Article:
Objective: To examine the association between frequency of assisting with home meal preparation and fruit and vegetable preference and self-efficacy for making healthier food choices among grade 5 children in Alberta, Canada.
Design: A cross-sectional survey design was used. Children were asked how often they helped prepare food at home and rated their preference for twelve fruits and vegetables on a 3-point Likert-type scale. Self-efficacy was measured with six items on a 4-point Likert-type scale asking children their level of confidence in selecting and eating healthy foods at home and at school.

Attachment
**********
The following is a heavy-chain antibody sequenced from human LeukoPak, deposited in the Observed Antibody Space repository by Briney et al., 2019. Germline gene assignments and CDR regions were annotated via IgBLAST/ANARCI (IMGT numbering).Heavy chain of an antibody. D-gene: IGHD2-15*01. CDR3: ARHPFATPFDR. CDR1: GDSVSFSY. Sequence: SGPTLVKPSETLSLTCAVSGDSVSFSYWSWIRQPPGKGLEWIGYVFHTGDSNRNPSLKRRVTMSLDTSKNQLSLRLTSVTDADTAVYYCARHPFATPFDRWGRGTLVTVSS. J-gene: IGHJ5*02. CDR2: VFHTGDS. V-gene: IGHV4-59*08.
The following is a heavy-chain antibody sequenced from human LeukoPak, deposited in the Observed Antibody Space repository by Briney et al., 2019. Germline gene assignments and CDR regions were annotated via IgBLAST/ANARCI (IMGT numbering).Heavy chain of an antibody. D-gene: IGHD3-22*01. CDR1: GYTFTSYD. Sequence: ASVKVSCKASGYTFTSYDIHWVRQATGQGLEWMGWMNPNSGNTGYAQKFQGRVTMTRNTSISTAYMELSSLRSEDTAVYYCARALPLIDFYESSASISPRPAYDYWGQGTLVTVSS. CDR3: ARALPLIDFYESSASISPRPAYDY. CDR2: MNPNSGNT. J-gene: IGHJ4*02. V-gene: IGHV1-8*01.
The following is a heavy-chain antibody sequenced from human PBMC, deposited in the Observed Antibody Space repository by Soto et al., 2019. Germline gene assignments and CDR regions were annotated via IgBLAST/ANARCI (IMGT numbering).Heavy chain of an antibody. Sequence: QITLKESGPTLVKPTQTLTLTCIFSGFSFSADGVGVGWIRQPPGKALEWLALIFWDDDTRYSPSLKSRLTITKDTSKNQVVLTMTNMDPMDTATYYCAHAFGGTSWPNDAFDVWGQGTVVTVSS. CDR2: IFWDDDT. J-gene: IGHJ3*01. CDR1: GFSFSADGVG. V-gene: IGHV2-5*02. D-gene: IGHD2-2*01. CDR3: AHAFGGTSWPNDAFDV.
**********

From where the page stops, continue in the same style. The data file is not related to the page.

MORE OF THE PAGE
Setting: Schools (n =151) located in Alberta, Canada.
Subjects: Grade 5 students (n = 3398).
Results: A large majority (83-93 %) of the study children reported helping in home meal preparation at least once monthly. Higher frequency of helping prepare and cook food at home was associated with higher fruit and vegetable preference and with higher self-efficacy for selecting and eating healthy foods.
Conclusions: Encouraging children to be more involved in home meal preparation could be an effective health promotion strategy. These findings suggest that the incorporation of activities teaching children how to prepare simple and healthy meals in health promotion programmes could potentially lead to improvement in dietary habits.